Warren Adams

Coral Gables Historical Resources and Cultural Arts Director

Warren Adams was born in Kearny, New Jersey, but you would not know that from his accent, cured to rolling, resonant musicality in Paisley, Scotland, where he was raised from infancy by his Scottish parents. He studied at the University of Paisley and in England at the University of York before focusing on historic preservation in Scotland. Adams moved to the U.S. in 2004 to take a preservation planner position in Delray Beach, and from there went on to found the historic preservation department in Boynton Beach. He served as executive director of the Broward Trust for Historic Preservation and as the historic preservation planner for West Palm Beach before being named preservation officer for the City of Miami in 2017. Voluntary roles include chairing both the Palm Beach County Historic Resources Review Board and City of Boynton Beach Historic Preservation Ad Hoc Committee. 

Latest Achievement

When Adams was named chief of the city’s historic preservation department earlier this year, he felt as if he had landed his dream job. “There are certain places that anybody who works in historic preservation would like to work, where people respect the structures, the art, the culture. One of those places is Coral Gables,” he said. In the United Kingdom, Adams studied planning documents hundreds of years old, often written on parchment paper. Here the past may be less deep, but no less important. “It starts with Merrick’s vision, with the planned city, the City Beautiful movement. We still have that overall feeling of what his original intention was.” Adams will also oversee the Cultural Grants and Art in Public Places programs.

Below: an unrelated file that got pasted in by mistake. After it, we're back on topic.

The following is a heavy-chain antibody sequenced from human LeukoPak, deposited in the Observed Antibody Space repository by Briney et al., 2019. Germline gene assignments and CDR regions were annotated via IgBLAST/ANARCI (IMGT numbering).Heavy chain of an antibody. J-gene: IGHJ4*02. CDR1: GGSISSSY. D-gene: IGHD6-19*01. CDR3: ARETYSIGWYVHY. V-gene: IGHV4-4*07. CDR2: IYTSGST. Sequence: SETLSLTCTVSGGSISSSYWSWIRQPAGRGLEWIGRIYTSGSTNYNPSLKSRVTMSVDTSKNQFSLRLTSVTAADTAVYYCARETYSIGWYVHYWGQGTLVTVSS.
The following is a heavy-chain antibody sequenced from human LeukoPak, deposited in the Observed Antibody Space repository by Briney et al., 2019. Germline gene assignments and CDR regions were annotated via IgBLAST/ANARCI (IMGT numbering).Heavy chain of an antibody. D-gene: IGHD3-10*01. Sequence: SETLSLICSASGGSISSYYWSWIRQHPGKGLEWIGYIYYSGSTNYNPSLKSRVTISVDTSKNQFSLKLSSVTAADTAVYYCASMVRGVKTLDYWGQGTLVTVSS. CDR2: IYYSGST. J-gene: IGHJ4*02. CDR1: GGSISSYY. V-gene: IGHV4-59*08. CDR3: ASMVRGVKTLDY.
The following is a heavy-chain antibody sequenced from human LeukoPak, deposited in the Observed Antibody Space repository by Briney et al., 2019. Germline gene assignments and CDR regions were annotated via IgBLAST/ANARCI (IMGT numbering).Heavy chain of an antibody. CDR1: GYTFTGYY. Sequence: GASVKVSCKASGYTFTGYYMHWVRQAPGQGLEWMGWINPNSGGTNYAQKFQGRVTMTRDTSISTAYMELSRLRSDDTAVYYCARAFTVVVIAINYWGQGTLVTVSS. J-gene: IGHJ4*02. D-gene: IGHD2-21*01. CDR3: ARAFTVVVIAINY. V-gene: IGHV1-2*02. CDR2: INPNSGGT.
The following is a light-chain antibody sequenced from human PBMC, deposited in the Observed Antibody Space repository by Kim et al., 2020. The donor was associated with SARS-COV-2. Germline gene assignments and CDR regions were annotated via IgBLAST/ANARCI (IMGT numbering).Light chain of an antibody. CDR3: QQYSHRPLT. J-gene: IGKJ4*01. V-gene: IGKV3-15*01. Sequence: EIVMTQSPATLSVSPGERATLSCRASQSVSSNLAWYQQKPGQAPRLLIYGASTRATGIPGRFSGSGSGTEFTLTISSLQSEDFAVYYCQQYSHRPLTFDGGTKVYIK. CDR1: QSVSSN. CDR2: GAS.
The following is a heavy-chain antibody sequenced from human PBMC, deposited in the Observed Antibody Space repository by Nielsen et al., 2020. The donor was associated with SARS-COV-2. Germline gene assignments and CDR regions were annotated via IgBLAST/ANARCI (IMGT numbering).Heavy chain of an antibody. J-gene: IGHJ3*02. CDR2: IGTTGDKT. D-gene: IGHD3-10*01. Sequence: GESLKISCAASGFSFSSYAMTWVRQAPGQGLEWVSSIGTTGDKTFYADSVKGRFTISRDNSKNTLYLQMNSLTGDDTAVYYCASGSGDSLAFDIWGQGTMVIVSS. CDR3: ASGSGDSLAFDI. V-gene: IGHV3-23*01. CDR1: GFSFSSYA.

What He Says

“I don’t subscribe to [the notion] that we have to save everything, but we have to save the best examples,” says Adams. “If you have to search for a reason to make something historic, it probably doesn’t rise to meet the criteria. You want to allow room for growth, and obviously, you want to encourage good new development, which in 60, 70 years will be the examples we will want to preserve,” he says. “In every community, there are always going to be people with differing opinions, from saving nothing to saving everything. It’s all about getting that balance right.” Adams says he recognizes pressure from developers, and that homeowners wish to cash in on rising property values. But, he says, “there is a process we go through.” 

Warren Adams - Coral Gables Historical Resources and Cultural Arts Director